David Herbert Lawrence

[D.H. Lawrence] (11 September 1885 – 2 March 1930 / Nottinghamshire / England)

David Herbert Lawrence Poems

81. Green 1/1/2004
82. The Virgin Mother 1/1/2004
83. Conundrums 1/1/2004
84. Intimates 1/1/2004
85. Thought 1/1/2004
86. Cruelty And Love 1/1/2004
87. Sorrow 1/1/2004
88. Brooding Grief 1/1/2004
89. Search For Truth 1/1/2004
90. Bat 7/8/2009
91. The Deepest Sensuality 1/1/2004
92. The Ship Of Death 1/1/2004
93. A Baby Running Barefoot 1/1/2004
94. A Youth Mowing 1/1/2004
95. Dreams 1/1/2004
96. Baby Tortoise 7/8/2009
97. The Song Of A Man Who Has Come Through 1/1/2004
98. Birdcage Walk 1/1/2004
99. Conceit 1/1/2004
100. To Women As Far As I'M Concerned 1/1/2004
101. A Sane Revolution 1/1/2004
102. We Are Transmitters 1/1/2004
103. Blue 1/1/2004
104. At The Window 1/1/2004
105. Bei Hennef 11/15/2004
106. Bavarian Gentians 1/1/2004
107. After Many Days 1/1/2004
108. New Year's Eve 1/1/2004
109. A Baby Asleep After Pain 1/1/2004
110. Piano 7/8/2009
111. Belief 1/1/2004
112. Anxiety 1/1/2004
113. Whales Weep Not! 7/8/2009
114. Ballad Of Another Ophelia 1/1/2004
115. A Spiritual Woman 1/1/2004
116. Snake 7/8/2009
117. A Love Song 1/1/2004
118. A Passing Bell 1/1/2004
119. Lies About Love 1/1/2004
120. Butterfly 1/1/2004

Comments about David Herbert Lawrence

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  • Bijay Kant Dubey Bijay Kant Dubey (9/9/2019 12:54:00 PM)

    D.H.Lawrence is a poet of birds, beasts and flowers telling about kangaroos, bats, pansies, Bavarian gentians so fraught with religious mysticism and a search for the dark gods which are but overflows from his pen as poetic tidbits, chit-chats penned down rather than taking seriously, opening the plethora of occasional, eventual, circumstantial, sketchy, autobiographical verses.

    1 person liked.
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  • Timothy (8/11/2019 4:53:00 PM)

    I like the poem about the golden snake and the more recent one about pentacost. Isn't there also a poem about New Mexico telling of the Navajo way of walking in Beauty?

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  • Bijay Kant Dubey (11/15/2018 2:15:00 PM)

    A Georgian, an imagist, Lawrence is a poet of birds, beasts and flowers writing the poetry of the kangaroos, elephants, bats, mosquitoes, snakes, pansies, Bavarian gentians fraught with religious mysticism, launching the ship of death, drifting towards the dark journey of oblivion and a search for the dark gods.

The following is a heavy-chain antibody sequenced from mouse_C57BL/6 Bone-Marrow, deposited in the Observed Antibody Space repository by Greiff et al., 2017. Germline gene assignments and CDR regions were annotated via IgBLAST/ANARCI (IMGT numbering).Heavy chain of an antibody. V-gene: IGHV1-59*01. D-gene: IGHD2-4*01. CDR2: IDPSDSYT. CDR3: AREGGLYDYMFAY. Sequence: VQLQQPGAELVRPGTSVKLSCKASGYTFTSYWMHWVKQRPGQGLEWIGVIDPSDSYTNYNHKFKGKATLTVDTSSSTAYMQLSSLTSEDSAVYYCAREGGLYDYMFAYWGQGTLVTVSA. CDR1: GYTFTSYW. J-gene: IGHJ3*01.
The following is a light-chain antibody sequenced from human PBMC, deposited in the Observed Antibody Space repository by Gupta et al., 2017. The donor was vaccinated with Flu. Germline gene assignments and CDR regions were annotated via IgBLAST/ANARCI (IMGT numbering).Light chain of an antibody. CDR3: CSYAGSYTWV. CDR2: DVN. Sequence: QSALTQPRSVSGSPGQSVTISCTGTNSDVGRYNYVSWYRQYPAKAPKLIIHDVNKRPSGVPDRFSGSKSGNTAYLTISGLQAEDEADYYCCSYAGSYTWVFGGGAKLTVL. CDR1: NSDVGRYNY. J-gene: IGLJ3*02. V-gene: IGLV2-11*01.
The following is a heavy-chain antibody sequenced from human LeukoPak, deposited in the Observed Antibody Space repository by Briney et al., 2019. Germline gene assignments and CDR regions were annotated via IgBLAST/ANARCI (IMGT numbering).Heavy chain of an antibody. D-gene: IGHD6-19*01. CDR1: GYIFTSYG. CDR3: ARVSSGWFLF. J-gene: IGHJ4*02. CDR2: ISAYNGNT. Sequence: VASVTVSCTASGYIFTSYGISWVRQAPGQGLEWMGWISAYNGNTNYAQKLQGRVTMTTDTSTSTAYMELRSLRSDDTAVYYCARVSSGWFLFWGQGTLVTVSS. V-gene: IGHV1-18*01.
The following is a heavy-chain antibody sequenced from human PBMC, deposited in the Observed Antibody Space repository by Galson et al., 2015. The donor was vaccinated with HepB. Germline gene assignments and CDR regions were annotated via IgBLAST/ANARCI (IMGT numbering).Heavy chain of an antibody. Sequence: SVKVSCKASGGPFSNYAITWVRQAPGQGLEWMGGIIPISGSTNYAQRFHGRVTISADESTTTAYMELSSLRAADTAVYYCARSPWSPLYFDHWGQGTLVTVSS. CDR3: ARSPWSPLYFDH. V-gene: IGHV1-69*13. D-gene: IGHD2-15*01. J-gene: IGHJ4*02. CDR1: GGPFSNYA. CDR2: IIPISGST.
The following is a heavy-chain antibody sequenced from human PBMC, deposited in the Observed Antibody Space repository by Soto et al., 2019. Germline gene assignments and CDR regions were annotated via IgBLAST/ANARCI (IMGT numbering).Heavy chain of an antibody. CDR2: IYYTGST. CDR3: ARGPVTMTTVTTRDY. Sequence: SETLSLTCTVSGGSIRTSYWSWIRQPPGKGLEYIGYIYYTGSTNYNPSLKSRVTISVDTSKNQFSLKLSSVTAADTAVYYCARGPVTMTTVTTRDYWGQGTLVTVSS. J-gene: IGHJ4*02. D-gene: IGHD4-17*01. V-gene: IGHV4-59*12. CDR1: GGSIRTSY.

3 person liked.
    1 person did not like.
  • David Wright (5/25/2018 7:11:00 PM)

    I remember when I was at school all those years ago, remembering a poem by this poet called 'Reynards' Last Run' yet its not listed.....

    3 person liked.
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  • Vikash sharma (5/19/2018 11:33:00 PM)

    David herbert lawrence

    3 person liked.
    1 person did not like.
  • N. P.Hewapathirana (3/24/2018 11:35:00 AM)

    We need D.H. Lawrence poem Bats in details.

    3 person liked.
    1 person did not like.
  • William A. Slusser (3/5/2018 7:08:00 PM)

    D. H. Lawrence's poem Shadows should be included in your list. Shadows may be found in Harold Bloom's volume The Best Poems of the English Language, pp.797-798. I translated it into Spanish, if you are interested.

    4 person liked.
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  • Ward Kallstrom (12/22/2012 1:56:00 AM)

    This a very limited selection, ignoring much of the better, later, work. Why?

    62 person liked.
    12 person did not like.
Best Poem of David Herbert Lawrence

A Winter's Tale

Yesterday the fields were only grey with scattered snow,
And now the longest grass-leaves hardly emerge;
Yet her deep footsteps mark the snow, and go
On towards the pines at the hills’ white verge.

I cannot see her, since the mist’s white scarf
Obscures the dark wood and the dull orange sky;
But she’s waiting, I know, impatient and cold, half
Sobs struggling into her frosty sigh.

Why does she come so promptly, when she must know
That she’s only the nearer to the inevitable farewell;
The hill is steep, on the snow my steps are slow— ...

Read the full of A Winter's Tale

Irony

Always, sweetheart,
Carry into your room the blossoming boughs of cherry,
Almond and apple and pear diffuse with light, that very
Soon strews itself on the floor; and keep the radiance of spring
Fresh quivering; keep the sunny-swift March-days waiting
In a little throng at your door, and admit the one who is plaiting
Her hair for womanhood, and play awhile with her, then bid her depart.

A come and go of March-day loves

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